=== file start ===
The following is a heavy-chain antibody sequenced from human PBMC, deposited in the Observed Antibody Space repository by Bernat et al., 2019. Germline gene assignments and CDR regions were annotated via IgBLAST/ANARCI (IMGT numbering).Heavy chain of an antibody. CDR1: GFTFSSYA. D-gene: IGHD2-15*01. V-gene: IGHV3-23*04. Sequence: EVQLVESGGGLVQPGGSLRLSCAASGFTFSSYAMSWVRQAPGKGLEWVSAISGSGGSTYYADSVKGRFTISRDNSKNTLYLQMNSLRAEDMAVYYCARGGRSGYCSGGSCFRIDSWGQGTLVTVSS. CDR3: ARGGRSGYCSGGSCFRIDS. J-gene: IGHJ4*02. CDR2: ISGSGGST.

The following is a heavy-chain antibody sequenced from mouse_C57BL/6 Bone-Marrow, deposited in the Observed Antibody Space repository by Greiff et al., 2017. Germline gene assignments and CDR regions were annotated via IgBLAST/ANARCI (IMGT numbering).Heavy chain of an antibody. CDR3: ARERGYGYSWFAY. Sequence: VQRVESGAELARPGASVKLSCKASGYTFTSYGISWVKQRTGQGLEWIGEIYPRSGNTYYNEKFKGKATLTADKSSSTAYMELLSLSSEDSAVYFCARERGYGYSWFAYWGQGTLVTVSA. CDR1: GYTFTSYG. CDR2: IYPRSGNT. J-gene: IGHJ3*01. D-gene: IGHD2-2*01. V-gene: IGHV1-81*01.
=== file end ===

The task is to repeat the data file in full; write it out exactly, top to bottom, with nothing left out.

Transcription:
The following is a heavy-chain antibody sequenced from human PBMC, deposited in the Observed Antibody Space repository by Bernat et al., 2019. Germline gene assignments and CDR regions were annotated via IgBLAST/ANARCI (IMGT numbering).Heavy chain of an antibody. CDR1: GFTFSSYA. D-gene: IGHD2-15*01. V-gene: IGHV3-23*04. Sequence: EVQLVESGGGLVQPGGSLRLSCAASGFTFSSYAMSWVRQAPGKGLEWVSAISGSGGSTYYADSVKGRFTISRDNSKNTLYLQMNSLRAEDMAVYYCARGGRSGYCSGGSCFRIDSWGQGTLVTVSS. CDR3: ARGGRSGYCSGGSCFRIDS. J-gene: IGHJ4*02. CDR2: ISGSGGST.

The following is a heavy-chain antibody sequenced from mouse_C57BL/6 Bone-Marrow, deposited in the Observed Antibody Space repository by Greiff et al., 2017. Germline gene assignments and CDR regions were annotated via IgBLAST/ANARCI (IMGT numbering).Heavy chain of an antibody. CDR3: ARERGYGYSWFAY. Sequence: VQRVESGAELARPGASVKLSCKASGYTFTSYGISWVKQRTGQGLEWIGEIYPRSGNTYYNEKFKGKATLTADKSSSTAYMELLSLSSEDSAVYFCARERGYGYSWFAYWGQGTLVTVSA. CDR1: GYTFTSYG. CDR2: IYPRSGNT. J-gene: IGHJ3*01. D-gene: IGHD2-2*01. V-gene: IGHV1-81*01.